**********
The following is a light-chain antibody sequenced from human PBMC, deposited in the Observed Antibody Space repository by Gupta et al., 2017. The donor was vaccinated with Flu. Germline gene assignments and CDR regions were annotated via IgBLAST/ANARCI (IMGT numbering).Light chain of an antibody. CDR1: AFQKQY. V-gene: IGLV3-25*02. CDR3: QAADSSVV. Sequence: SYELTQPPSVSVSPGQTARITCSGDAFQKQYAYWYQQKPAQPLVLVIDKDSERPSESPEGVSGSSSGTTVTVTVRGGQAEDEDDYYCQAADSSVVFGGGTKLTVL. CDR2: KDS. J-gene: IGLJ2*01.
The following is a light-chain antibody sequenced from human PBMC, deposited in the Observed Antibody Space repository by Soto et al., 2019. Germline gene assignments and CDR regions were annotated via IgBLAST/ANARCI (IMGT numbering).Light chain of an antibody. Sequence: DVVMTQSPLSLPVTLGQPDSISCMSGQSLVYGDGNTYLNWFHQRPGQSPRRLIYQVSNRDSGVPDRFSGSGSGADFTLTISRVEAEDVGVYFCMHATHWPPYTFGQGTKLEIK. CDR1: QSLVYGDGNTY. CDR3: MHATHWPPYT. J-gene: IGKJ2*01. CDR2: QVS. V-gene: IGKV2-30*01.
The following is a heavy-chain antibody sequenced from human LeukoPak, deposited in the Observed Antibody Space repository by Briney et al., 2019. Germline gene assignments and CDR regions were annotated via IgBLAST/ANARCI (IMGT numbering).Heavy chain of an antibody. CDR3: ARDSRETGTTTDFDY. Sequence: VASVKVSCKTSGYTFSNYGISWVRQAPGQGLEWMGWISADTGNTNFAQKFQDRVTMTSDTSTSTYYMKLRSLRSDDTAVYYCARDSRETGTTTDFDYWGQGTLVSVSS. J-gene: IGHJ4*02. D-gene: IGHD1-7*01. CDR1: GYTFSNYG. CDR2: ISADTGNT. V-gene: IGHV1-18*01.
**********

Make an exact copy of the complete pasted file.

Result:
The following is a light-chain antibody sequenced from human PBMC, deposited in the Observed Antibody Space repository by Gupta et al., 2017. The donor was vaccinated with Flu. Germline gene assignments and CDR regions were annotated via IgBLAST/ANARCI (IMGT numbering).Light chain of an antibody. CDR1: AFQKQY. V-gene: IGLV3-25*02. CDR3: QAADSSVV. Sequence: SYELTQPPSVSVSPGQTARITCSGDAFQKQYAYWYQQKPAQPLVLVIDKDSERPSESPEGVSGSSSGTTVTVTVRGGQAEDEDDYYCQAADSSVVFGGGTKLTVL. CDR2: KDS. J-gene: IGLJ2*01.
The following is a light-chain antibody sequenced from human PBMC, deposited in the Observed Antibody Space repository by Soto et al., 2019. Germline gene assignments and CDR regions were annotated via IgBLAST/ANARCI (IMGT numbering).Light chain of an antibody. Sequence: DVVMTQSPLSLPVTLGQPDSISCMSGQSLVYGDGNTYLNWFHQRPGQSPRRLIYQVSNRDSGVPDRFSGSGSGADFTLTISRVEAEDVGVYFCMHATHWPPYTFGQGTKLEIK. CDR1: QSLVYGDGNTY. CDR3: MHATHWPPYT. J-gene: IGKJ2*01. CDR2: QVS. V-gene: IGKV2-30*01.
The following is a heavy-chain antibody sequenced from human LeukoPak, deposited in the Observed Antibody Space repository by Briney et al., 2019. Germline gene assignments and CDR regions were annotated via IgBLAST/ANARCI (IMGT numbering).Heavy chain of an antibody. CDR3: ARDSRETGTTTDFDY. Sequence: VASVKVSCKTSGYTFSNYGISWVRQAPGQGLEWMGWISADTGNTNFAQKFQDRVTMTSDTSTSTYYMKLRSLRSDDTAVYYCARDSRETGTTTDFDYWGQGTLVSVSS. J-gene: IGHJ4*02. D-gene: IGHD1-7*01. CDR1: GYTFSNYG. CDR2: ISADTGNT. V-gene: IGHV1-18*01.